“So you believe them.”
“I have to believe in our justice. We gave it a fair trial.”
“What part of it was fair? Robert was unconscious throughout the whole thing. He couldn’t even defend himself!”
“We were facing a potential riot, Jo!” Batesworth’s irritation reverberated in the small room. “Either we managed the problem or we’d have had even more deaths. We weren’t given an option.”
“That doesn’t mean he has to die.”
“We have to be impartial. We banished rapists before. We can’t stop now just because Robert was one of us.”
“We’re going to suffer for it. We need him. The tunnels are taking forever to build. And Carl…!” Jo snorted. “I swear, Rich, I’m gonna kill him if he keeps this up!”
“You’re easily as much of a pain in the ass as he is, y’know,” Batesworth smirked. “You also believe you’re superior to him, which doesn’t help.”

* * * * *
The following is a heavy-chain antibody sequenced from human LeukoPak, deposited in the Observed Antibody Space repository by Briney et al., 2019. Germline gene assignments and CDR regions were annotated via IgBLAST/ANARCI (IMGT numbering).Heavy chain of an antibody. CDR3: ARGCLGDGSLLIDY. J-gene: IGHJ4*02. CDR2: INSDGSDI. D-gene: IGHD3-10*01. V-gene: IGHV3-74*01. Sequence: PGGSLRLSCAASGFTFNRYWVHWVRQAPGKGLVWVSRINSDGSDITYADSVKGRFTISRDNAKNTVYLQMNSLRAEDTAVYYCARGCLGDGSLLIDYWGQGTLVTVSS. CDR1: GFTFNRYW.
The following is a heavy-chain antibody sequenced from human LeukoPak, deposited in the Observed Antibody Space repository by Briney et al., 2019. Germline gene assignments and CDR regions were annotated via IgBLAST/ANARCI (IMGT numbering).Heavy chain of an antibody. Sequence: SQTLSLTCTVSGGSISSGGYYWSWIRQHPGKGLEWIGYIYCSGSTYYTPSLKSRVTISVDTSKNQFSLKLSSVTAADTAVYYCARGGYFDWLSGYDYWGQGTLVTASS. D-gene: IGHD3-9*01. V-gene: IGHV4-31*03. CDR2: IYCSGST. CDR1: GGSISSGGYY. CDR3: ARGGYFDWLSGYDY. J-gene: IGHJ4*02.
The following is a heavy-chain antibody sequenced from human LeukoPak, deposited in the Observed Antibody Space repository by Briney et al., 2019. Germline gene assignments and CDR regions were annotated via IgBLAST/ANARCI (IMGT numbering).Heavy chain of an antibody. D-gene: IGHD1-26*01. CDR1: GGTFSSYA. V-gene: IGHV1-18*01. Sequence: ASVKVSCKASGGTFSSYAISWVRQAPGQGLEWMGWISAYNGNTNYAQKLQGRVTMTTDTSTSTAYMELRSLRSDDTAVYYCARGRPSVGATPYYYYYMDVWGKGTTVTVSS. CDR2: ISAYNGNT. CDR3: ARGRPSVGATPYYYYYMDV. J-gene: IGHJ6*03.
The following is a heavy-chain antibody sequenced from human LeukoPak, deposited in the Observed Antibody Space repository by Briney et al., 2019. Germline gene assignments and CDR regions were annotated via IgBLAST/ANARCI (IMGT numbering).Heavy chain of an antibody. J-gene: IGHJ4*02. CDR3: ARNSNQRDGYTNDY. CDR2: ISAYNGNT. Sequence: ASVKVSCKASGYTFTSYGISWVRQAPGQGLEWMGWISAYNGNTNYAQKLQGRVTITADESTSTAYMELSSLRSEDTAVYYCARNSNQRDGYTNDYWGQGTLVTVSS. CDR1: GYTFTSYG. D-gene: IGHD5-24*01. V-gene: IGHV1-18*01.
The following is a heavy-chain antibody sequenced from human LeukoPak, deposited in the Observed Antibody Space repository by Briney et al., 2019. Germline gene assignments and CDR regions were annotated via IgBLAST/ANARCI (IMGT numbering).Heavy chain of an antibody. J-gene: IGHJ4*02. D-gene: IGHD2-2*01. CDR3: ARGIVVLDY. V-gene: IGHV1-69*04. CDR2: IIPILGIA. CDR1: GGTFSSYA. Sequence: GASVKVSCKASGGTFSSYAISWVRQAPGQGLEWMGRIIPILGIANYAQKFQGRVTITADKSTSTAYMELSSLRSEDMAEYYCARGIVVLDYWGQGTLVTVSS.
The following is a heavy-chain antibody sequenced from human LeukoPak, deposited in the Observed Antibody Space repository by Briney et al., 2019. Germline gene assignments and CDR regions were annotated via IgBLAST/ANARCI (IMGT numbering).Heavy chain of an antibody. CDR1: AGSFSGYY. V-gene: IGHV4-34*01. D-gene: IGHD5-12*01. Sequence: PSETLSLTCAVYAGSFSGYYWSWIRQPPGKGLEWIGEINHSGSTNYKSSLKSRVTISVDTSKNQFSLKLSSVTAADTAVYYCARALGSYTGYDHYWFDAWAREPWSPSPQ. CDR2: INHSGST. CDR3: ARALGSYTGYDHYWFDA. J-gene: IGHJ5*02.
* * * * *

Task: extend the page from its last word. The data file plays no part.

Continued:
“I am superior to him,” Jo retorted. “The guy is useless with a hammer, Rich, and you know it. Ask the man to get a screwdriver and he’ll ask you where the orange juice is.”
Batesworth laughed. “Be that as it may, you need to meet me halfway on this, okay? At least until the tunnels are done.” Jo stood up and grumbled noncommittally. “Do what you can for the main struts. Beg, borrow, and steal. See if you can keep a roof over us for a few more weeks,” he said, placing his hand on Jo’s shoulder. “I have faith in you.”
“Don’t worry about me. Put your faith in Smiley.”